It takes a cold, cold heart to exploit a natural disaster as a hook to defraud stock market investors. But according to a recent FINRA Alert, that is exactly what is happening in the wake of the Japanese earthquake, tsunami, and nuclear meltdown.
FINRA reports that “con-artists” are engaging in “pump-and-dump” schemes to inflate the stock of companies that allegedly sell products that will be in high demand in the wake of the Japanese tragedy. These unscrupulous stock promoters obtain blocks of stock of small, thinly-traded companies and then wage fraudulent PR campaigns through press releases and the internet in order to convince unwitting investors to start buying shares. When the stock price rises, the insiders sell out. And when the stock price falls, as it will when the truth comes out, the investors are left with worthless stock. While pump-and-dump schemes are deplorable, they are just a subset of the types of fraudulent representations that can be used to generate sales of a particular company’s shares.
In its alert, FINRA offered several examples of what it called “suspicious claims” by companies whose stock was being promoted. These included representations that the companies had developed new kinds of radiation detectors, superior radiation clean-up technology, and earthquake-proof buildings. These claims were either untrue or highly exaggerated.
A spokesman for FINRA said, “Unfortunately, a nation’s tragedy is being used as just another pretext to part investors from their savings …. As we saw with Hurricane Katrina and the Gulf Oil Spill, disasters provide a perfect opportunity for the unscrupulous to steal money from the unwary.”
FINRA identified several useful “red flags” to help investors detect stock scams, including:
- Unsolicited phone calls, faxes, e-mails, text messages, tweets, and strategically placed “opinions” in blogs and message boards about low-priced stocks
- Price targets or predications of quick and explosive growth
- Mention of connections with governments that bolster a company’s products
- References of connections to well-known companies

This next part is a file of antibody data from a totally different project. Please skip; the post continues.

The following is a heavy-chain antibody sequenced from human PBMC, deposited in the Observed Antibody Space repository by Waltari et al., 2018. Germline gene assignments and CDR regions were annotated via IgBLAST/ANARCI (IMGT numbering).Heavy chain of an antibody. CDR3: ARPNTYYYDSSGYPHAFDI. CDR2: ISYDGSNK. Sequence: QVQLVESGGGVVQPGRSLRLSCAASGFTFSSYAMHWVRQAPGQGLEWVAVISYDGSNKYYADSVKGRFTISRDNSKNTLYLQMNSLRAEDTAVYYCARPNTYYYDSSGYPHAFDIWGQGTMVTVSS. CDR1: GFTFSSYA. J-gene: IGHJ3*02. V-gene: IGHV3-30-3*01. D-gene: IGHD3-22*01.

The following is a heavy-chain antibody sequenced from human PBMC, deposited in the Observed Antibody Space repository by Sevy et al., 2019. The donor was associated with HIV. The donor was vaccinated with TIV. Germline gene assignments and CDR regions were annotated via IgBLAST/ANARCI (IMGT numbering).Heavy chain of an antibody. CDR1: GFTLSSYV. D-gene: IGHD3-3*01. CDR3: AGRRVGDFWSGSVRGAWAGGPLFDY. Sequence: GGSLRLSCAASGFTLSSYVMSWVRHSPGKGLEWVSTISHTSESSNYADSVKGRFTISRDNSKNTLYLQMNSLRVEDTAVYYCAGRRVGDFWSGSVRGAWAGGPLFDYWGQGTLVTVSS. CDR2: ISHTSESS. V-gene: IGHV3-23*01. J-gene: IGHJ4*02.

- Claims that they’re the next “big thing”
- Products that are only in the developmental stages or ones that claim to be “working prototypes” but have no actual products on the market
- Pressure to invest immediately
FINRA also offered some good advice on how to avoid being conned by fraudulent stock tips. These include recognizing that people with genuine inside information are not going to offer it up for free to thousands of potential investors. If they really have a “hot tip” and they don’t want to be charged with insider trading, they will not trade on it. If they are willing to break the law, they would keep the information to themselves and trade anonymously. What this means is that you should simply assume that someone is lying if he urges you to buy stock on the basis of hot information that is not public.
If the allegedly hot news about the company is already public, it should be reflected in the company’s SEC filings. Here, FINRA recommends that you check the SEC’s EDGAR database to find out whether the company files with the SEC. If so, it suggests that you check the reports and verify any information you have heard about the company.
FINRA wisely advises that you make sure that whoever is trying to pursuade you to buy stock have the required licenses from the SEC, a state securities regulator, or FINRA. We would add that, while many unscrupulous and/or incompetent people have licenses, the lack of a license is a serious red flag. Brokers can be checked out online through FINRA’s BrokerCheck, which also contains some information about prior investor or regulatory complaints. Investment Advisors can be looked up through the SEC’s Investment Adviser Public Disclosure website.
If you believe that you have been the victim of investment fraud, please contact Smiley Bishop & Porter LLP at (800) 697-4514 or (770) 829-3850.